Utah’s rebuilding season proves difficult
SALT LAKE CITY (AP) The long, difficult season showed on the faces of Utah Jazz coach Tyrone Corbin and leading scorer Gordon Hayward.
Both slogged through the second-worst record (25-57) since the team moved to Utah in 1979. Both knew the Jazz had made a firm commitment to rebuild by jettisoning their top veterans.
But they didn’t know exactly how tough it would be.
”I knew it would be difficult. There’s no way when you change the roster like we did that it’d be good for a coaching staff in the last year of their contract,” said Corbin, who has a 112-147 record in more than three years at the helm. ”No matter how you scheme, young guys make mistakes and that makes it difficult to win.”
Now the question is whether either Corbin or Hayward will be around next season as the process continues.
Corbin’s contract has ended and he knows he has detractors, but he discounts the notion that a decision on his future has already been made. He hopes his performance will be judged on more than his record.
Despite the progress that the young team made, the losses never got easy.
”The biggest disappointment of the season was losing. As a competitor, I just hate to lose. Losing just don’t feel good. You want to see the fruit of your labor through victory,” Corbin said.
Hayward – the first Jazz player to average 16 points, five rebounds and five assists since Pete Maravich – started the season excited to be the team’s first scoring option in the final year of his contract. But after shooting a career-low 41.3 percent, he admits he didn’t realize how much defensive attention that would bring.
”When you put yourself out there in the roles we were forced to play, your game gets exposed a bit. You see what you still need to work on and what your weaknesses are,” said Hayward, who picked his spots more as the team healed.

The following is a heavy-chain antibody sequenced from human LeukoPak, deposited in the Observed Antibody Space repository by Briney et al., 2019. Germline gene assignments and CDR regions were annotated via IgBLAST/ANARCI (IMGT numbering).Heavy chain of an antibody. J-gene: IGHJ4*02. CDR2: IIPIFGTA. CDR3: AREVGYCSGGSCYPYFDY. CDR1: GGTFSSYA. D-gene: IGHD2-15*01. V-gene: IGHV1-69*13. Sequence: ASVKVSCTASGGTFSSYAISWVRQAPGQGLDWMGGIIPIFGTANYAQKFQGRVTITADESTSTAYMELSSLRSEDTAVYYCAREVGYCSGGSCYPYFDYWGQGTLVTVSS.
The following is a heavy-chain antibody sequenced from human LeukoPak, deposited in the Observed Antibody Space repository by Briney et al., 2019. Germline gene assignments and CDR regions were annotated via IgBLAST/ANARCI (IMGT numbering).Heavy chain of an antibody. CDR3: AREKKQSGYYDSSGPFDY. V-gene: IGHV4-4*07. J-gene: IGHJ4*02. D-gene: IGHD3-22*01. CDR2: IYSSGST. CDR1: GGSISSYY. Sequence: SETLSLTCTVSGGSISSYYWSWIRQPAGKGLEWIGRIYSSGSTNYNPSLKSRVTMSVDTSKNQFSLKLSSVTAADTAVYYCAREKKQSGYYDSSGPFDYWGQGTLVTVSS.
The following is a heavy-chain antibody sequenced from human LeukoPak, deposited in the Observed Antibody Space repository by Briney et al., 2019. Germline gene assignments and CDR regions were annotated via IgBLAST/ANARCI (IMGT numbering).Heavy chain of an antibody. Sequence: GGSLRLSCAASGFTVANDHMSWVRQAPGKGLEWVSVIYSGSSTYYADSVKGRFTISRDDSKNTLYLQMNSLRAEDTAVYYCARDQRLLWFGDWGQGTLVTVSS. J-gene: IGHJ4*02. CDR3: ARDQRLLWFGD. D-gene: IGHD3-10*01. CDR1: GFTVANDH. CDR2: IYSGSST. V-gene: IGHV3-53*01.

The team started 1-14 amid injury woes but improved as the season progressed. Point guard Trey Burke started the season on the bench with a broken finger, pressed through a shooting slump and ended with a season-high 32 points in the final game.
”I faced a lot of adversity, both mentally and on the court, but I think I’ve grown a lot through the course of the season,” said Burke, who averaged 12.8 points and 5.7 assists while shooting 38 percent.
As a small guard, he wants to get stronger and become more of a leader. His coach is already a believer.
”The attention to detail Trey paid to everything from day one will give him the chance to be the player he wants to be, and he wants to be one of the best,” Corbin said.
Despite the losses, the team never splintered. Players pointed to Corbin’s positivity and the veteran influence of Marvin Williams and Richard Jefferson, who resurrected his career shooting 41 percent from 3-point range and scoring 10.1 points after rarely playing at Golden State last year.
”There was a lot of teaching going on. We all wanted to win but the focus of the year was helping the young guys improve and get experience,” said Jefferson, who hopes to latch on with a championship contender next season.
Utah only won four of the final 25 games, including the finale in double overtime against a disinterested Minnesota team.
A lottery pick, another first-round choice and sizeable salary cap flexibility will benefit the Jazz in the offseason. And there’s plenty of promise in Enes Kanter and Derrick Favors and Alec Burks. The two big men improved in all statistical areas and Burks became a go-to scorer and ended up as the second-leading scorer despite playing as a reserve most of the season.
”It’s right around the corner. No one can teach like experience, you can’t teach chemistry and we showed signs of what we are capable of doing,” Hayward said.